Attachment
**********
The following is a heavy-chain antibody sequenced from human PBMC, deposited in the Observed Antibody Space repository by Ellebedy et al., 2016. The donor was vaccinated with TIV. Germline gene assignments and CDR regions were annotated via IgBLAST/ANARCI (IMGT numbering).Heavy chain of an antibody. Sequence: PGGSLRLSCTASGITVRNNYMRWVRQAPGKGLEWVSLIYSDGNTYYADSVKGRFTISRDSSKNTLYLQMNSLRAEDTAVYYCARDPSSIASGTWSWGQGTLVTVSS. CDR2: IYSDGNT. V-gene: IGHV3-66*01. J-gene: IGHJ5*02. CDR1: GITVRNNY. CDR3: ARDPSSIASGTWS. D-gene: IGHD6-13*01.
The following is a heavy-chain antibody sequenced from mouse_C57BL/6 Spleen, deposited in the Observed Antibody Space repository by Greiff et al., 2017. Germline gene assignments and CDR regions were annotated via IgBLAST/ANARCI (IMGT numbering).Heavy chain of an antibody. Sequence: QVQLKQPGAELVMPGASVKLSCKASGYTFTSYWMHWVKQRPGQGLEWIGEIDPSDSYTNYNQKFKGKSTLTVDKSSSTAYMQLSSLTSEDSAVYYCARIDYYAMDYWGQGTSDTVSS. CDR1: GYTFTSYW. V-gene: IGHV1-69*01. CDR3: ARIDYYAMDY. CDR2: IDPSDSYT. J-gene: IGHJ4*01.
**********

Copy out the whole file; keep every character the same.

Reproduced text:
The following is a heavy-chain antibody sequenced from human PBMC, deposited in the Observed Antibody Space repository by Ellebedy et al., 2016. The donor was vaccinated with TIV. Germline gene assignments and CDR regions were annotated via IgBLAST/ANARCI (IMGT numbering).Heavy chain of an antibody. Sequence: PGGSLRLSCTASGITVRNNYMRWVRQAPGKGLEWVSLIYSDGNTYYADSVKGRFTISRDSSKNTLYLQMNSLRAEDTAVYYCARDPSSIASGTWSWGQGTLVTVSS. CDR2: IYSDGNT. V-gene: IGHV3-66*01. J-gene: IGHJ5*02. CDR1: GITVRNNY. CDR3: ARDPSSIASGTWS. D-gene: IGHD6-13*01.
The following is a heavy-chain antibody sequenced from mouse_C57BL/6 Spleen, deposited in the Observed Antibody Space repository by Greiff et al., 2017. Germline gene assignments and CDR regions were annotated via IgBLAST/ANARCI (IMGT numbering).Heavy chain of an antibody. Sequence: QVQLKQPGAELVMPGASVKLSCKASGYTFTSYWMHWVKQRPGQGLEWIGEIDPSDSYTNYNQKFKGKSTLTVDKSSSTAYMQLSSLTSEDSAVYYCARIDYYAMDYWGQGTSDTVSS. CDR1: GYTFTSYW. V-gene: IGHV1-69*01. CDR3: ARIDYYAMDY. CDR2: IDPSDSYT. J-gene: IGHJ4*01.